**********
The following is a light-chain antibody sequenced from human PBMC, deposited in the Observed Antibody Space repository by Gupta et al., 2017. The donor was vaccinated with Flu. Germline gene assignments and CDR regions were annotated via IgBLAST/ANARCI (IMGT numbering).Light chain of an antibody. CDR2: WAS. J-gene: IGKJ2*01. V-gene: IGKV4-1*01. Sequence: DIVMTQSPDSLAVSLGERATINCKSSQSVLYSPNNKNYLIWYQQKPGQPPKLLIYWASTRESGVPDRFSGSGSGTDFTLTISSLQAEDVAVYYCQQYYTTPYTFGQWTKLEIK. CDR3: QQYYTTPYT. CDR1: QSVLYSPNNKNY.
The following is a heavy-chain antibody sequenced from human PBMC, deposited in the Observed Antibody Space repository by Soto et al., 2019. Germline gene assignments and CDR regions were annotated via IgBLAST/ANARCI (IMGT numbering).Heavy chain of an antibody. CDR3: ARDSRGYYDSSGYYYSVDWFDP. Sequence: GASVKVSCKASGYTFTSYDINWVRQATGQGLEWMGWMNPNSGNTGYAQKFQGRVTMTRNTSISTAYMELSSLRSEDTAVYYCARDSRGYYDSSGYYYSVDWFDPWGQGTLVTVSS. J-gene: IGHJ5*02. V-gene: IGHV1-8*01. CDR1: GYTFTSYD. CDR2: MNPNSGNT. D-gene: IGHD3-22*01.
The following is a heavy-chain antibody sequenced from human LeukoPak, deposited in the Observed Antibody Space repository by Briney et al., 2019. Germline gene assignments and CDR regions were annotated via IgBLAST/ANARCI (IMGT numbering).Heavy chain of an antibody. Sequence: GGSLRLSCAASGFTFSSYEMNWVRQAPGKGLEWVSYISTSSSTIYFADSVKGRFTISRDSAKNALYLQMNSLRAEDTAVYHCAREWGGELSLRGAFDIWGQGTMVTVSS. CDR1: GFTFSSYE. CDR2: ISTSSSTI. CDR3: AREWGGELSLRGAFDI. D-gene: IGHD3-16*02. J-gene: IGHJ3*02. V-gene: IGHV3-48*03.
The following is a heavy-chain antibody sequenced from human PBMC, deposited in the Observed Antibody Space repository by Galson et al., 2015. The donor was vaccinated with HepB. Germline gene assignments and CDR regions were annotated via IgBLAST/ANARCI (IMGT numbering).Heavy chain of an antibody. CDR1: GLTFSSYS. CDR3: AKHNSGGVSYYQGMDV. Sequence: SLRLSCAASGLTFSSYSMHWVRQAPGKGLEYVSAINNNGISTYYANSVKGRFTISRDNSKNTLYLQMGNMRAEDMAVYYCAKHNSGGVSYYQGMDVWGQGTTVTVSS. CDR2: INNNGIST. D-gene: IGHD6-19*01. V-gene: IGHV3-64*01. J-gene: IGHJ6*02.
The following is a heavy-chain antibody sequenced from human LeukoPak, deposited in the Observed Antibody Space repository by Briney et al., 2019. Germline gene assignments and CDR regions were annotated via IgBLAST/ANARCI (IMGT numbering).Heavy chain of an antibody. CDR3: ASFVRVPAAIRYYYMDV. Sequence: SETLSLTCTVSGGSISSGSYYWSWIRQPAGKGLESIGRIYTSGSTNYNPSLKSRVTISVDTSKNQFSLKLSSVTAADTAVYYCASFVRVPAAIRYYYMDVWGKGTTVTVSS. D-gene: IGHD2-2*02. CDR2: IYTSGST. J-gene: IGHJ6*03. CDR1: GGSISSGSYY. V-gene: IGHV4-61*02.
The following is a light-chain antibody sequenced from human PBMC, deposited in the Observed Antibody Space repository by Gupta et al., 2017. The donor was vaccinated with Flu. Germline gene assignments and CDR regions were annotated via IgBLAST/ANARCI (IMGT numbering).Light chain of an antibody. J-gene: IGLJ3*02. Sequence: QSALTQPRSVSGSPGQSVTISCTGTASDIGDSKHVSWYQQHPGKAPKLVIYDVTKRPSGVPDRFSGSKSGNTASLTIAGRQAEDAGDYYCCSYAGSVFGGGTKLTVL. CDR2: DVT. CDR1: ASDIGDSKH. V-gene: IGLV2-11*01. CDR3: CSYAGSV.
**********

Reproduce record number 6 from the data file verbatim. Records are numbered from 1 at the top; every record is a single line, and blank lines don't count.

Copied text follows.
The following is a light-chain antibody sequenced from human PBMC, deposited in the Observed Antibody Space repository by Gupta et al., 2017. The donor was vaccinated with Flu. Germline gene assignments and CDR regions were annotated via IgBLAST/ANARCI (IMGT numbering).Light chain of an antibody. J-gene: IGLJ3*02. Sequence: QSALTQPRSVSGSPGQSVTISCTGTASDIGDSKHVSWYQQHPGKAPKLVIYDVTKRPSGVPDRFSGSKSGNTASLTIAGRQAEDAGDYYCCSYAGSVFGGGTKLTVL. CDR2: DVT. CDR1: ASDIGDSKH. V-gene: IGLV2-11*01. CDR3: CSYAGSV.